A passion for working on people-centred programmes motivated the Head of Resource Mobilisation at the Uganda AIDS Commission, Dr Sarah Khanakwa, to conduct a study titled: Institutional Arrangements and Sustainability of HIV Control Programmes in Uganda: A Transaction Cost Economics (TCE) Analysis.
She graduated with a Doctor of Philosophy in Leadership Studies at UKZN in May.
Khanakwa employed the TCE analytical framework to identify the most cost-effective institutional arrangement(s) with the potential to sustain HIV and AIDS service delivery in Uganda. She conducted a comparative analysis of three dominant institutional arrangements for providing such services in the country, namely, contracting-out to Non-Governmental Organisations (the case of Determined, Resilient, Empowered, AIDS-free, Mentored and Safe – DREAMS), public-NGO partnerships (the case of Clinton Health Access Initiative – CHAI), and direct public sector delivery.
The study found that aligning the transaction characteristics of HIV and AIDS services with institutional arrangements minimises transaction costs, as predicted by the TCE theory. However, it revealed that the DREAMS and public sector delivery models suffered some flaws in efficiency. Contrary to the TCE prediction, DREAMS had high administrative controls, high-powered tangible incentive intensity, and intensive monitoring mechanisms. In contrast with the TCE prediction, low administrative controls in the public sector arose from the failure to invest in performance monitoring systems. The low sources of transactional costs in the CHAI arrangement arose from the utilisation of informal institutions (trust, social expectations and reputation) rather than principal-agent arms-length sanctions of administration. These results suggest that the level of transaction costs is associated with features of institutional arrangements.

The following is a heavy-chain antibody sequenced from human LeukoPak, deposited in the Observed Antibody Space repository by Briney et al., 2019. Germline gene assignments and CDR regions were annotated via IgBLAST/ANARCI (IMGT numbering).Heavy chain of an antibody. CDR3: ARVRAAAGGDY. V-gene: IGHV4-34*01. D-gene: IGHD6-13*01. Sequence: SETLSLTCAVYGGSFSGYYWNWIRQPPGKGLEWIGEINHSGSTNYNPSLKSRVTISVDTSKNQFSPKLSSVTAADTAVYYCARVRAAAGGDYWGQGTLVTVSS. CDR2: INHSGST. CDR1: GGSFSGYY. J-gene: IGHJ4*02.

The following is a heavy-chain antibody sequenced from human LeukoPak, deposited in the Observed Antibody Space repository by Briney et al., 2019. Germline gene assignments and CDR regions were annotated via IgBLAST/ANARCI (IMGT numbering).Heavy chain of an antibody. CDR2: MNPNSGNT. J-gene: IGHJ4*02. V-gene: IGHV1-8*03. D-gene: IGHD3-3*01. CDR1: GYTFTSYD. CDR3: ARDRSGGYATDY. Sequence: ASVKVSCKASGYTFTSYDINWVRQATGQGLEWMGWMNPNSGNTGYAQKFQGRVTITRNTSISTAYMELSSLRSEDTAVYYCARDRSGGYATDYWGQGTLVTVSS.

Khanakwa is pleased that the useful insights from the TCE analysis could contribute to policymaking for the design of institutional arrangements to efficiently deliver HIV and AIDS services. As a health financing specialist, this is important to her as she leads the design and implementation of national HIV and AIDS financing strategies and the development of other means of achieving efficiency improvements for the HIV and AIDS response in Uganda.
During her study, Khanakwa identified capacity gaps in institutional development and sustainability approaches for HIV and AIDS and health programmes in Uganda. To address these gaps, she is putting plans in place to establish a mentoring hub for sustainable financing of HIV and AIDS, health and other social services.
Delighted to have completed her academic journey, she said: ‘This study was an opportunity to contribute to knowledge and to the prevailing debate on cost-minimising delivery mechanisms to sustain HIV and AIDS responses. I used this opportunity to the full, obtained lived experiences from experts at all levels, and reported significant findings on the importance of transaction costs and institutional arrangements in the sustainability of HIV and AIDS responses.’
Khanakwa had a pleasant journey working under the supervision of UKZN finance expert, Professor Josue Mbonigaba and health economists from UKZN’s Health Economics and HIV and AIDS Research Division (HEARD). She said: ‘The diversity of the group was hugely enriching. In conceptualising my work, I was mentored and guided by a team of experts at HEARD which included Professors Kaymarlin Govender and Jim Whitman and Dr Tim Quinlan. Their expert guidance made me walk the doctoral journey with great comfort.’ She is indebted to colleagues at the Uganda AIDS Commission, particularly the Director-General, Dr Nelson Musoba for professional and emotional support.
Her family is proud of her achievement and they are interested in seeing how this qualification will advance her career in the near future.
Khanakwa’s doctoral studies were funded by UKZN’s HEARD, a specialist division which works with research and advocacy groups as well as individuals to generate innovative ideas and ensure these translate into practical policies to overcome the enormous burden of disease in Africa.
Words: Hazel Langa
Photograph: Abhi Indarajan